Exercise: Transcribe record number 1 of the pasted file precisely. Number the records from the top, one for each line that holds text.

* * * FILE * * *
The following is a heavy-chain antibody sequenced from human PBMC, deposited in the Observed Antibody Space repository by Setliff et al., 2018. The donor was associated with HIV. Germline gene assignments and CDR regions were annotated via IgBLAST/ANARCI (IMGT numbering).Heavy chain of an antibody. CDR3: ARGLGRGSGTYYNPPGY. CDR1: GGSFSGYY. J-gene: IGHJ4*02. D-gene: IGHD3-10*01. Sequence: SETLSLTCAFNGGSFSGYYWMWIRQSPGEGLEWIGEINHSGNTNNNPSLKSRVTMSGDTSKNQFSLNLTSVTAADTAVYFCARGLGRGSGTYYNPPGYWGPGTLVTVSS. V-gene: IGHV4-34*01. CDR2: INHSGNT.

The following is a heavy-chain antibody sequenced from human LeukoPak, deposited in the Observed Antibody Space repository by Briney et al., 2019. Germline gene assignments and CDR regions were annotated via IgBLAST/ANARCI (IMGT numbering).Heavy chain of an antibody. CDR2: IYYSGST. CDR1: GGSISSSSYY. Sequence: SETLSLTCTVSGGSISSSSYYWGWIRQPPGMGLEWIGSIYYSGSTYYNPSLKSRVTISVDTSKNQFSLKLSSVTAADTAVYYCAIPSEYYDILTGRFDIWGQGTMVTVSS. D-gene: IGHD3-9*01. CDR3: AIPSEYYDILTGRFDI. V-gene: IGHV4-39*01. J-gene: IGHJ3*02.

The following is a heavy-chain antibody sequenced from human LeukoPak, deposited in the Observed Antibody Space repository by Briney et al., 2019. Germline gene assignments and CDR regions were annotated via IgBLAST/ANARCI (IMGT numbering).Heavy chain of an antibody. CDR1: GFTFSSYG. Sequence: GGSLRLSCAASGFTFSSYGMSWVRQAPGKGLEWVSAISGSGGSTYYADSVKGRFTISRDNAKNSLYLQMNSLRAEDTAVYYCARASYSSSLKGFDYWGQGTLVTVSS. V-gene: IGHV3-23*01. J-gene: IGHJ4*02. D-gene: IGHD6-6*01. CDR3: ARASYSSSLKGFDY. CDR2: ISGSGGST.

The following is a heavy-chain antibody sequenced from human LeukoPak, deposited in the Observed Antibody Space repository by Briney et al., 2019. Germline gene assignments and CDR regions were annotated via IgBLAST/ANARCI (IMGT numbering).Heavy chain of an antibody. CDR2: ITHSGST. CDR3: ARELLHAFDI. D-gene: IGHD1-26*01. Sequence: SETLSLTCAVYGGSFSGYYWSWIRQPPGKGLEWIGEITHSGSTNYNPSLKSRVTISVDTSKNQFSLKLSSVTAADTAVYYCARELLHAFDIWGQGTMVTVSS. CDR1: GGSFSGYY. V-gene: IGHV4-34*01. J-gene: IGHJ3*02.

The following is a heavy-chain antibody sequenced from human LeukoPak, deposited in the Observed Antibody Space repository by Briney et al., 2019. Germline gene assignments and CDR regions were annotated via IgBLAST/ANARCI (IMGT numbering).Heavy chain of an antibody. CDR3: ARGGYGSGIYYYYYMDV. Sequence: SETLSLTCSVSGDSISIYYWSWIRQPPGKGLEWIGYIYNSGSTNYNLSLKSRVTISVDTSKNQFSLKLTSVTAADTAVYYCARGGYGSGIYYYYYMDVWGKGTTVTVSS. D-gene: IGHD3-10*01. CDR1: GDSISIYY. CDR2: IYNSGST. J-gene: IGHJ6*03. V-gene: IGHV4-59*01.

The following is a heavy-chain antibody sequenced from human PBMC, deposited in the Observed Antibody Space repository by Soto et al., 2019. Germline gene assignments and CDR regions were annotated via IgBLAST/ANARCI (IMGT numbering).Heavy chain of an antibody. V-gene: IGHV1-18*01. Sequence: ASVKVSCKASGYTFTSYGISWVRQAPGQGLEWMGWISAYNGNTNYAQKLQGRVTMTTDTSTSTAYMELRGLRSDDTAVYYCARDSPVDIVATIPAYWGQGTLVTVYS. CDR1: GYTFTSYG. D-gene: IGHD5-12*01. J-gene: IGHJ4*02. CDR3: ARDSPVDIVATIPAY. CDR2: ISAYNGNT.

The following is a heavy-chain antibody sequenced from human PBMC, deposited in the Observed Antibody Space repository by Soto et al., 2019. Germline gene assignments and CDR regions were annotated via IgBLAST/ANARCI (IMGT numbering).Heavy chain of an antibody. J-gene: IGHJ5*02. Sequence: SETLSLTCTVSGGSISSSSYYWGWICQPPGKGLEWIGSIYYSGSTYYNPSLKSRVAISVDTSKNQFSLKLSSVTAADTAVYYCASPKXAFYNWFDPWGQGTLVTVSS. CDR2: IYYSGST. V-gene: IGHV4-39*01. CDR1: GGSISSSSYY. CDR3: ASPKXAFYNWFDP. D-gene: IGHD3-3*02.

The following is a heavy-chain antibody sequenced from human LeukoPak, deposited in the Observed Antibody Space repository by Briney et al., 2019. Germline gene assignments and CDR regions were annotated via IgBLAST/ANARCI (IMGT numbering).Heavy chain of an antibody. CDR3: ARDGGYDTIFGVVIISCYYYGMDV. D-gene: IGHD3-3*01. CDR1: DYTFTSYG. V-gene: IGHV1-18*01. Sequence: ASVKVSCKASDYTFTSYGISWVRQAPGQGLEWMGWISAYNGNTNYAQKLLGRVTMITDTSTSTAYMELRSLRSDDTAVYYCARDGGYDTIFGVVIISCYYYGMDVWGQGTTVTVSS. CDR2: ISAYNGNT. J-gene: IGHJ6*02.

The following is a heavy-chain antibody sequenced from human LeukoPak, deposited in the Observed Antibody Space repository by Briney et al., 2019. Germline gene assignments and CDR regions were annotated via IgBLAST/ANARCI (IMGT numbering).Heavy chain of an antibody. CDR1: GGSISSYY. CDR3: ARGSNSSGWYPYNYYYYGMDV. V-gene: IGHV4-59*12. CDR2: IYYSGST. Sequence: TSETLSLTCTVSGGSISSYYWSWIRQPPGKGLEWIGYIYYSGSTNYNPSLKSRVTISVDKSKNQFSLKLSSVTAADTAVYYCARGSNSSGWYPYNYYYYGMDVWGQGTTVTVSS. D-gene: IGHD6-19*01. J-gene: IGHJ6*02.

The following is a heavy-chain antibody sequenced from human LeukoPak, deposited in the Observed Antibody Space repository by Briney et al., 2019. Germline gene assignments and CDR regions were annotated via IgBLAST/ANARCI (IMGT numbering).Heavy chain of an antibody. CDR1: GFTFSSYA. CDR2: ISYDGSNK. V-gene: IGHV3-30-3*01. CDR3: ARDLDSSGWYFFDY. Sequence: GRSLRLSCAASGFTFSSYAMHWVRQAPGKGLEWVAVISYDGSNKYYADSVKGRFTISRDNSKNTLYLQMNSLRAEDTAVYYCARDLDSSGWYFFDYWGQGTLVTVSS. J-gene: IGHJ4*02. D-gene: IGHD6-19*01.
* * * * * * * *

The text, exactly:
The following is a heavy-chain antibody sequenced from human PBMC, deposited in the Observed Antibody Space repository by Setliff et al., 2018. The donor was associated with HIV. Germline gene assignments and CDR regions were annotated via IgBLAST/ANARCI (IMGT numbering).Heavy chain of an antibody. CDR3: ARGLGRGSGTYYNPPGY. CDR1: GGSFSGYY. J-gene: IGHJ4*02. D-gene: IGHD3-10*01. Sequence: SETLSLTCAFNGGSFSGYYWMWIRQSPGEGLEWIGEINHSGNTNNNPSLKSRVTMSGDTSKNQFSLNLTSVTAADTAVYFCARGLGRGSGTYYNPPGYWGPGTLVTVSS. V-gene: IGHV4-34*01. CDR2: INHSGNT.